Being part of a Cooperative is unique because they are member owned and operate for the benefit of the members, rather than to earn profits for investors.  Cooperative members enjoy distinct advantages over investor-owned utility customers. 

  • Locally owned and operated – MEC is owned and operated by our member-owners (customers) and focuses on your needs and local priorities.  Members have local control because the Board of Directors reside within the co-op’s service area. 

  • Member-Owners are first – Members know they can trust their electric cooperative, because it was created not to make a profit, but simply to provide reliable electricity and service at an affordable rate.  Rates are based directly on what it costs the co-op to buy and deliver energy to each class of consumer.

  • Responsive to local needs – MEC works hard to achieve a better quality of life and higher level of service for our member-owners.  Our goal is to exceed your expectations.

Cooperatives are based upon seven principles. These date back to 1844.  Today, we still hold these principles up in the highest regard as guidelines to follow in all of our daily business practices.

The Seven Cooperative Principles

1: Voluntary and Open Membership

Cooperatives are voluntary organizations, open to all persons able to use their services and willing to accept the responsibilities of membership, without gender, social, racial, political or religious discrimination.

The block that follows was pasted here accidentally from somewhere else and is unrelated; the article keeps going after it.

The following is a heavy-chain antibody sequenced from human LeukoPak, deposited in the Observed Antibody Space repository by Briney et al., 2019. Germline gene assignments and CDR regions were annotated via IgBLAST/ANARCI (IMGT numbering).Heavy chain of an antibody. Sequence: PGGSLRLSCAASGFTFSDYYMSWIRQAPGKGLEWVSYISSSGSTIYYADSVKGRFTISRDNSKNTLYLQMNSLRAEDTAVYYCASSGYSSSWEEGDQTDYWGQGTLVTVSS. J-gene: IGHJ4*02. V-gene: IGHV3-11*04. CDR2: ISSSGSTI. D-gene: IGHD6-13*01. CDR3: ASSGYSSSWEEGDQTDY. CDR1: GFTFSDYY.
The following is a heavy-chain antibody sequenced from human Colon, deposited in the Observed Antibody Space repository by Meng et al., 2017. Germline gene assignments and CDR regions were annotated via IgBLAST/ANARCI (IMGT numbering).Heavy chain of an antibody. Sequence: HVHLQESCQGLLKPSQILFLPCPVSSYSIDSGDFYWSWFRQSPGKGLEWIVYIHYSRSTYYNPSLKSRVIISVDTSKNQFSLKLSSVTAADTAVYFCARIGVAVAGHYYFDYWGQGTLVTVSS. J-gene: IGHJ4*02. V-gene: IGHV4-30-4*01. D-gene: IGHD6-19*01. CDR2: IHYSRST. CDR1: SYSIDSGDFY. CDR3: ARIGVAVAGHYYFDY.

2: Democratic Member Control

Cooperatives are democratic organizations controlled by their members, who actively participate in setting their policies and making decisions.  The elected representatives are accountable to the membership.  In primary cooperatives, members have equal voting rights (one member, one vote) and cooperatives at other levels are organized in a democratic manner.

3: Members' Economic Participation

Members contribute equitably to, and democratically control, the capital of their cooperative.  At least part of that capital is usually the common party of the cooperative.  Members usually receive limited compensation, if any, on capital subscribed as a condition of the membership.  Members allocate surpluses for any or all of the following purposes:  developing the cooperative, possibly by setting up reserves, part of which at least would be indivisible; benefiting members in proportion to their transactions with the cooperative; and supporting other activities approved by the membership.



4: Autonomy and Independence

Cooperatives are autonomous, self-help organizations controlled by their members. If they enter into agreements with other organizations, including governments, or raise capital from external sources, they do so on terms that ensure democratic control by their members and maintain their cooperative autonomy.

5: Education, Training and Information

Cooperatives provide education and training for their members, elected representatives, managers, and employees so they can contribute effectively to the development of their cooperatives. They inform the general public - particularly young people and opinion leaders - about the nature and benefits of cooperation.

6: Cooperation among Cooperatives

Cooperatives serve their members most effectively and strengthen the cooperative movement by working together through local, national, regional and international structures.

7: Concern for Community

While focusing on member needs, cooperatives work for the sustainable development of their communities through policies accepted by their members.